Matt Hands, Business Director, Insurance
Business insurance (or commercial insurance) protects business owners of all sizes from potential losses as a result of unforeseen events that can occur during day-to-day operation of your business, this includes property damage, injuries, theft, or even tech errors. The most common types of business insurance are commercial property insurance, general liability insurance, and professional liability insurance (also known as errors & omissions).
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Whether you’re a new small business owner or simply thinking about commercial insurance for your expanding operations, small business insurance covers many risks that, without it, could have detrimental effects on your finances. Running a business is an investment of both your time and money. You made a calculated decision to launch the business, commercial insurance has been created to help you protect it.
The price of commercial insurance varies because many different risks exist depending on the type of business you run. For a small business, where you mostly work out of your home, with a laptop and other simple tools, a commercial insurance policy could be cheap. The bigger and more complex your operation becomes, the more you’re exposed to insurable risks, and therefore the more you will have to pay.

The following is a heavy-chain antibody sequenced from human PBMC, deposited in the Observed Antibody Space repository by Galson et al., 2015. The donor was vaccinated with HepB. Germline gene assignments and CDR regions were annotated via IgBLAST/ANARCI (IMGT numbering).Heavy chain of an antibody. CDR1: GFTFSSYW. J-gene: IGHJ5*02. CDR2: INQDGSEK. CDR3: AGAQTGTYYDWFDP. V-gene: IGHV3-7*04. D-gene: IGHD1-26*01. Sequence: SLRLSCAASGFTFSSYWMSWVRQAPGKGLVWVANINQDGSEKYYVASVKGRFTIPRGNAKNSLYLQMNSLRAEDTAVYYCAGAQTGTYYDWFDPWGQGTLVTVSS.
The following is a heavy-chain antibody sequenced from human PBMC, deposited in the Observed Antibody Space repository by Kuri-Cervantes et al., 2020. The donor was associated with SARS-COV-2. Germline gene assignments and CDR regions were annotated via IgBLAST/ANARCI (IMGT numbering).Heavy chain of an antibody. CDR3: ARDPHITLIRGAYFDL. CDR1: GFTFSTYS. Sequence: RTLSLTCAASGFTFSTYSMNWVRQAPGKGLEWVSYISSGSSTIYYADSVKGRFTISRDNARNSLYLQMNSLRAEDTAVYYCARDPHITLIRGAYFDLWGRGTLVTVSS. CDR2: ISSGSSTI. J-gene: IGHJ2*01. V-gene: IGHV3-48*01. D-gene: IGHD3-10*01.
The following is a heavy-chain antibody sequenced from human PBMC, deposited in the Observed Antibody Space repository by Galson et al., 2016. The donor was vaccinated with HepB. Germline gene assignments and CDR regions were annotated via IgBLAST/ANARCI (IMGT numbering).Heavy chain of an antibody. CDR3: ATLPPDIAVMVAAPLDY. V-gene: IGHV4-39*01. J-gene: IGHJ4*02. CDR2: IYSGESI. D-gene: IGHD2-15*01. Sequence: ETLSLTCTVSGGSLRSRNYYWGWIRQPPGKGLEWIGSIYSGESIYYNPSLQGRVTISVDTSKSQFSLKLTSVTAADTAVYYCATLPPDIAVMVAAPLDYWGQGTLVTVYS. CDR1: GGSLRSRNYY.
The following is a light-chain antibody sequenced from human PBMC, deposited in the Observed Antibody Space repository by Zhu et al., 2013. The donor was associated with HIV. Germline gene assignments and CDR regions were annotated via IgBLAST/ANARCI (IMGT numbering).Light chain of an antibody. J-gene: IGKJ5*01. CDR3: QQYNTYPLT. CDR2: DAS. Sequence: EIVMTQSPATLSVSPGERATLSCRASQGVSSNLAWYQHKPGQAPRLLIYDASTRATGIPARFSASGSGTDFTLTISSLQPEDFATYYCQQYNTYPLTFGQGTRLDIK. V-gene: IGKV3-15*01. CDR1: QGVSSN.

For example, let’s say you start out making ceramic mugs. With some clay, a pottery wheel, an oven, and a laptop - you can earn a simple income. All things considered, the risks are relatively low, so if a mug breaks, you can make a new one. Should a fire breakout, you can use a fire extinguisher. As you scale up, maybe you open a shop, which brings in person shoppers, employees, and a slew of other potential problems that expose you to serious financial loss.
All in all, if you own a small business you should expect to pay anywhere from $500 to $5,000 annually for your business insurance policy. Remember, the price you pay will depend on the type of business you own and the associated risk factors of your trade.
Commercial property insurance
General liability insurance
Professional liability insurance (E&O)
Commercial auto insurance
Cybersecurity liability insurance
Directors and officers liability insurance (D&O)
Key person insurance
Business interruption insurance
Compare commercial insurance quotes from multiple providers online
Different business insurance products will vary in price from insurer to insurer. To give yourself the best chance at finding a great rate, we recommend shopping around to find the best price for the product you want.
Bundle your products